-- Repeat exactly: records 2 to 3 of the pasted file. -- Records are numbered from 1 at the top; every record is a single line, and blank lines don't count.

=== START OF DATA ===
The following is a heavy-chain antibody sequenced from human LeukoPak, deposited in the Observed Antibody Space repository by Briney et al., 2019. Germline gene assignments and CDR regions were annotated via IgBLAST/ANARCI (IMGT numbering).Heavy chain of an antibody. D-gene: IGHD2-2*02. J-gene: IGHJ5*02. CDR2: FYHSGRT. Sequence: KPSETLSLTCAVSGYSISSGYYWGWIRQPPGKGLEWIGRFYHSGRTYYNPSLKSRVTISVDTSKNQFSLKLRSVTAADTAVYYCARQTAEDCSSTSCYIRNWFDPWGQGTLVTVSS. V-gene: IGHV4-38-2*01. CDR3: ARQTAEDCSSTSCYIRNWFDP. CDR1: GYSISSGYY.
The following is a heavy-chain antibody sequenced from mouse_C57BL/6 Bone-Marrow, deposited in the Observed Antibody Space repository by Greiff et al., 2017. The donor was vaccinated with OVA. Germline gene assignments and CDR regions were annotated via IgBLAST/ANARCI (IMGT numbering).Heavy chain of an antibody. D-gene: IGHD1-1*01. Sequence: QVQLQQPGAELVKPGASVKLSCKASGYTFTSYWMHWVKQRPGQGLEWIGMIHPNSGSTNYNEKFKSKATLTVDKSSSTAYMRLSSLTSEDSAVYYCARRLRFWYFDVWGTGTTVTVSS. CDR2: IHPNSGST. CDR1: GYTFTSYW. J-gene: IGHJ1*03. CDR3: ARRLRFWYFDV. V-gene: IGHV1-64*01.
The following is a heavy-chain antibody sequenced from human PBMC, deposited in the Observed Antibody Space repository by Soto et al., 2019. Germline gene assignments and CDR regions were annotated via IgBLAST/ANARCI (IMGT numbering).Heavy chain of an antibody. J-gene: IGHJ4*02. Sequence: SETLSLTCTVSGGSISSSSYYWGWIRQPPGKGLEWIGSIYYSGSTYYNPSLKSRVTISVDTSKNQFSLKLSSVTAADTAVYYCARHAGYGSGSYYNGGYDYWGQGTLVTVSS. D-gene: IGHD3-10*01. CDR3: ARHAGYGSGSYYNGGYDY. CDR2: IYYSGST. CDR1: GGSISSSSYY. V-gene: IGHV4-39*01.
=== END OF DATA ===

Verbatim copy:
The following is a heavy-chain antibody sequenced from mouse_C57BL/6 Bone-Marrow, deposited in the Observed Antibody Space repository by Greiff et al., 2017. The donor was vaccinated with OVA. Germline gene assignments and CDR regions were annotated via IgBLAST/ANARCI (IMGT numbering).Heavy chain of an antibody. D-gene: IGHD1-1*01. Sequence: QVQLQQPGAELVKPGASVKLSCKASGYTFTSYWMHWVKQRPGQGLEWIGMIHPNSGSTNYNEKFKSKATLTVDKSSSTAYMRLSSLTSEDSAVYYCARRLRFWYFDVWGTGTTVTVSS. CDR2: IHPNSGST. CDR1: GYTFTSYW. J-gene: IGHJ1*03. CDR3: ARRLRFWYFDV. V-gene: IGHV1-64*01.
The following is a heavy-chain antibody sequenced from human PBMC, deposited in the Observed Antibody Space repository by Soto et al., 2019. Germline gene assignments and CDR regions were annotated via IgBLAST/ANARCI (IMGT numbering).Heavy chain of an antibody. J-gene: IGHJ4*02. Sequence: SETLSLTCTVSGGSISSSSYYWGWIRQPPGKGLEWIGSIYYSGSTYYNPSLKSRVTISVDTSKNQFSLKLSSVTAADTAVYYCARHAGYGSGSYYNGGYDYWGQGTLVTVSS. D-gene: IGHD3-10*01. CDR3: ARHAGYGSGSYYNGGYDY. CDR2: IYYSGST. CDR1: GGSISSSSYY. V-gene: IGHV4-39*01.